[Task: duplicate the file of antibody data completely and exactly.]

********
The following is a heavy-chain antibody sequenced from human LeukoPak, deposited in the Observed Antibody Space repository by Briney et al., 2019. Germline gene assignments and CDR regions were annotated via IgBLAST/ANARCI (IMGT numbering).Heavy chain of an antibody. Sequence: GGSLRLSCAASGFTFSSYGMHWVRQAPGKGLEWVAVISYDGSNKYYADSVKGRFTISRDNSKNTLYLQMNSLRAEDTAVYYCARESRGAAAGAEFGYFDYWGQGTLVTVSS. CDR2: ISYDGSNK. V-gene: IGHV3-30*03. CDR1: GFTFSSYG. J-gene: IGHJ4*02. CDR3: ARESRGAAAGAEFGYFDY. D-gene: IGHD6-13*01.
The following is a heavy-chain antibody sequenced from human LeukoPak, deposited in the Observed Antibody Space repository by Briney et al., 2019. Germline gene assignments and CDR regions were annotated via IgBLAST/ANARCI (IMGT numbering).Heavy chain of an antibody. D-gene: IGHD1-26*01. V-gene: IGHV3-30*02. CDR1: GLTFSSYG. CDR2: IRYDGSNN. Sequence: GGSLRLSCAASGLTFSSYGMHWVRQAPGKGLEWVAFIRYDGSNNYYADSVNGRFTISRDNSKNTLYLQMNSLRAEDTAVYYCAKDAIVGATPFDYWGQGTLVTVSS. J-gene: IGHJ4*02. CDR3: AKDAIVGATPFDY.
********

The following is a heavy-chain antibody sequenced from human LeukoPak, deposited in the Observed Antibody Space repository by Briney et al., 2019. Germline gene assignments and CDR regions were annotated via IgBLAST/ANARCI (IMGT numbering).Heavy chain of an antibody. Sequence: GGSLRLSCAASGFTFSSYGMHWVRQAPGKGLEWVAVISYDGSNKYYADSVKGRFTISRDNSKNTLYLQMNSLRAEDTAVYYCARESRGAAAGAEFGYFDYWGQGTLVTVSS. CDR2: ISYDGSNK. V-gene: IGHV3-30*03. CDR1: GFTFSSYG. J-gene: IGHJ4*02. CDR3: ARESRGAAAGAEFGYFDY. D-gene: IGHD6-13*01.
The following is a heavy-chain antibody sequenced from human LeukoPak, deposited in the Observed Antibody Space repository by Briney et al., 2019. Germline gene assignments and CDR regions were annotated via IgBLAST/ANARCI (IMGT numbering).Heavy chain of an antibody. D-gene: IGHD1-26*01. V-gene: IGHV3-30*02. CDR1: GLTFSSYG. CDR2: IRYDGSNN. Sequence: GGSLRLSCAASGLTFSSYGMHWVRQAPGKGLEWVAFIRYDGSNNYYADSVNGRFTISRDNSKNTLYLQMNSLRAEDTAVYYCAKDAIVGATPFDYWGQGTLVTVSS. J-gene: IGHJ4*02. CDR3: AKDAIVGATPFDY.